It’s impossible to know whether flagging contributions reflect donor fatigue or the fact that relatively few cholera victims end up dying (less than 1 percent), thanks to quicker recognition and treatment in many parts of the country. Still, tighter money means longer odds for tackling the disease over the long term.
A plan to eliminate cholera in Haiti by 2022, devised in coordination with the Port-au-Prince government, was pegged to cost $2.2 billion. But of the $1.7 billion sought to execute the first five years of the plan, from 2013 to 2018, only 17 percent — about $286 million — has been raised and spent so far.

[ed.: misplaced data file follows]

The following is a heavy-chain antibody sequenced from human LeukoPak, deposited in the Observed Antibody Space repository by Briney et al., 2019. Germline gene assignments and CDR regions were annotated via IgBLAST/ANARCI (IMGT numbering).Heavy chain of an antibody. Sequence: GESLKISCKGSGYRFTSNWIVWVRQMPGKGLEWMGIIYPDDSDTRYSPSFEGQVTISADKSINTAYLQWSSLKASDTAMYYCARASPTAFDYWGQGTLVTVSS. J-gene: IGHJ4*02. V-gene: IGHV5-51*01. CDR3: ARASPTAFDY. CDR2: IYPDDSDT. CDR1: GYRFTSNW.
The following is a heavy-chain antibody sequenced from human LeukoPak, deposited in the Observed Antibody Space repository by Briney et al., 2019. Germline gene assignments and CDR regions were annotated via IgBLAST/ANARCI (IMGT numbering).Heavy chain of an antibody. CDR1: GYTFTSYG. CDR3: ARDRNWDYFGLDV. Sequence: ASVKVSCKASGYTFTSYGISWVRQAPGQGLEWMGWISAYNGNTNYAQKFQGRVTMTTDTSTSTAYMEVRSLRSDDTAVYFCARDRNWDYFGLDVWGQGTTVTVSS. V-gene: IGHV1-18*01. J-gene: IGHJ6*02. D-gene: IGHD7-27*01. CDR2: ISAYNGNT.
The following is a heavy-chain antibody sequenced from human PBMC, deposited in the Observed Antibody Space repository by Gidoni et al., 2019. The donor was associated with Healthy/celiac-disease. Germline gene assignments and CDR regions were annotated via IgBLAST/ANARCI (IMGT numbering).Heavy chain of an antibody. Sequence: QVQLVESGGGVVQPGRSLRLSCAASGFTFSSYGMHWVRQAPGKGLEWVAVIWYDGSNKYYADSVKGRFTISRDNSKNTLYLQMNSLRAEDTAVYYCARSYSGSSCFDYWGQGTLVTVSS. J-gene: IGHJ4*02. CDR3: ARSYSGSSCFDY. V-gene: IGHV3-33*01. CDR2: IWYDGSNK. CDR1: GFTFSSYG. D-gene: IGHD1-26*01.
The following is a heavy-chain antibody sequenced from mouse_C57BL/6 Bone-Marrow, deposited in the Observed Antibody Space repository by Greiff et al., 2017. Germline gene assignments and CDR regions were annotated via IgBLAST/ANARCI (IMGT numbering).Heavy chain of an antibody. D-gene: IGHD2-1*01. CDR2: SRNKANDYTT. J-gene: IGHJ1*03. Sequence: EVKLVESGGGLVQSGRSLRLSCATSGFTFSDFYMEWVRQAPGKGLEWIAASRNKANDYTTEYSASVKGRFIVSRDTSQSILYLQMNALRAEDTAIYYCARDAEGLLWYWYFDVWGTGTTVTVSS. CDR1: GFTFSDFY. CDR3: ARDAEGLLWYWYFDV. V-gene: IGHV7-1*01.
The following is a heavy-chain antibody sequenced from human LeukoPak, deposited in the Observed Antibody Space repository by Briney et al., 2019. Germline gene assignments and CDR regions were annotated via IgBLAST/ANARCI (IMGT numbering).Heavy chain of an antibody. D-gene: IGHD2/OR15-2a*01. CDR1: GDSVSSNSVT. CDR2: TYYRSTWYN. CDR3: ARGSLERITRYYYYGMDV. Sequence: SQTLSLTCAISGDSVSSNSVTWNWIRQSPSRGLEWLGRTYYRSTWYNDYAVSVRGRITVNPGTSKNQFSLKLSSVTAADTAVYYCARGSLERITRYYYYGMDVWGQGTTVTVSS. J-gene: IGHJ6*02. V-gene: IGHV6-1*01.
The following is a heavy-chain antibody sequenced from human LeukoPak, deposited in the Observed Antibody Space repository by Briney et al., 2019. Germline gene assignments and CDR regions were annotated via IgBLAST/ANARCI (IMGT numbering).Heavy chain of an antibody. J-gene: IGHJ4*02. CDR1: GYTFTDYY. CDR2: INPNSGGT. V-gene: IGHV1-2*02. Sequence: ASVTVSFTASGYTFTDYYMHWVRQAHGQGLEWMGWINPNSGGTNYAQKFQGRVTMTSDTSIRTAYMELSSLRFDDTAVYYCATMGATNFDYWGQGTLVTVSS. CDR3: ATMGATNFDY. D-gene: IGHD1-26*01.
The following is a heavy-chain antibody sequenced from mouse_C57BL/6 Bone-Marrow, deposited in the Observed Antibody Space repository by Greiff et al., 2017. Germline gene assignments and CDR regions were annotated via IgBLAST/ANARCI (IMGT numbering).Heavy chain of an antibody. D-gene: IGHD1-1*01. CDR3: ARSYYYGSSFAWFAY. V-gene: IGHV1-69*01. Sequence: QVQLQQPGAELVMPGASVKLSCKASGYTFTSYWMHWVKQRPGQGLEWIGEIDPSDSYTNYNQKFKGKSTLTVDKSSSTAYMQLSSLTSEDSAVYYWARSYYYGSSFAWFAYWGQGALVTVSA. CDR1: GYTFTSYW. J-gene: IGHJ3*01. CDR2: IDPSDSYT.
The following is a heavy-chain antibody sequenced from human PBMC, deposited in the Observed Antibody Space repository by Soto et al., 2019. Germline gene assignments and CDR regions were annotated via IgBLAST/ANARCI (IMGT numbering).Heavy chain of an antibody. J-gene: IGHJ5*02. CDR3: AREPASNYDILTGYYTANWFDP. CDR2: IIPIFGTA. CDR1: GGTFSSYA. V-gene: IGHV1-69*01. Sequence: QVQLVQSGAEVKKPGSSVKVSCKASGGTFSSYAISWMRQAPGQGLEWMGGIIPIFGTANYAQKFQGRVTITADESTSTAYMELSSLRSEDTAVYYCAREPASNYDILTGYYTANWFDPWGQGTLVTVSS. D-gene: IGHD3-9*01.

That means that blueprints to improve and replace portions of Haiti’s glaringly inadequate water and sanitation infrastructure are not being implemented. In the absence of those upgrades, more Haitians will continue to succumb to cholera, a diarrheal illness caused by consuming contaminated food and water. via – The Washington Post